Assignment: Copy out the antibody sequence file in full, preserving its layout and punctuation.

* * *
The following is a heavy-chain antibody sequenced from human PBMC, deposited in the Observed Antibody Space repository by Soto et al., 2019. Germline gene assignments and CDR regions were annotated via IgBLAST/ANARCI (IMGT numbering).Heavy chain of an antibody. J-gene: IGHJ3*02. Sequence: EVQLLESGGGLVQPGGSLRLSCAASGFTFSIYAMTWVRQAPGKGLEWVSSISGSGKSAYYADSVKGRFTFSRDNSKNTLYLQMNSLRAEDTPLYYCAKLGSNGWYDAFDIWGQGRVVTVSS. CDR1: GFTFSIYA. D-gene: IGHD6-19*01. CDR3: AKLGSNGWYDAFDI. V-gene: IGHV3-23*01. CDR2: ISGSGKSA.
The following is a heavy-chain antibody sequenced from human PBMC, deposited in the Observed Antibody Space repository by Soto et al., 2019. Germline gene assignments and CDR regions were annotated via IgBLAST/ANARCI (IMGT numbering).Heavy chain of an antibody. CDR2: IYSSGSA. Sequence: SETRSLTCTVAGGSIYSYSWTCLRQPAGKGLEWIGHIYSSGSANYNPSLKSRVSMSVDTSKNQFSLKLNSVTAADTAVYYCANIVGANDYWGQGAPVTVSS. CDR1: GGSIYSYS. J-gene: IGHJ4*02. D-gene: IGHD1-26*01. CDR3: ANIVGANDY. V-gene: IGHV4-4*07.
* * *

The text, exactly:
The following is a heavy-chain antibody sequenced from human PBMC, deposited in the Observed Antibody Space repository by Soto et al., 2019. Germline gene assignments and CDR regions were annotated via IgBLAST/ANARCI (IMGT numbering).Heavy chain of an antibody. J-gene: IGHJ3*02. Sequence: EVQLLESGGGLVQPGGSLRLSCAASGFTFSIYAMTWVRQAPGKGLEWVSSISGSGKSAYYADSVKGRFTFSRDNSKNTLYLQMNSLRAEDTPLYYCAKLGSNGWYDAFDIWGQGRVVTVSS. CDR1: GFTFSIYA. D-gene: IGHD6-19*01. CDR3: AKLGSNGWYDAFDI. V-gene: IGHV3-23*01. CDR2: ISGSGKSA.
The following is a heavy-chain antibody sequenced from human PBMC, deposited in the Observed Antibody Space repository by Soto et al., 2019. Germline gene assignments and CDR regions were annotated via IgBLAST/ANARCI (IMGT numbering).Heavy chain of an antibody. CDR2: IYSSGSA. Sequence: SETRSLTCTVAGGSIYSYSWTCLRQPAGKGLEWIGHIYSSGSANYNPSLKSRVSMSVDTSKNQFSLKLNSVTAADTAVYYCANIVGANDYWGQGAPVTVSS. CDR1: GGSIYSYS. J-gene: IGHJ4*02. D-gene: IGHD1-26*01. CDR3: ANIVGANDY. V-gene: IGHV4-4*07.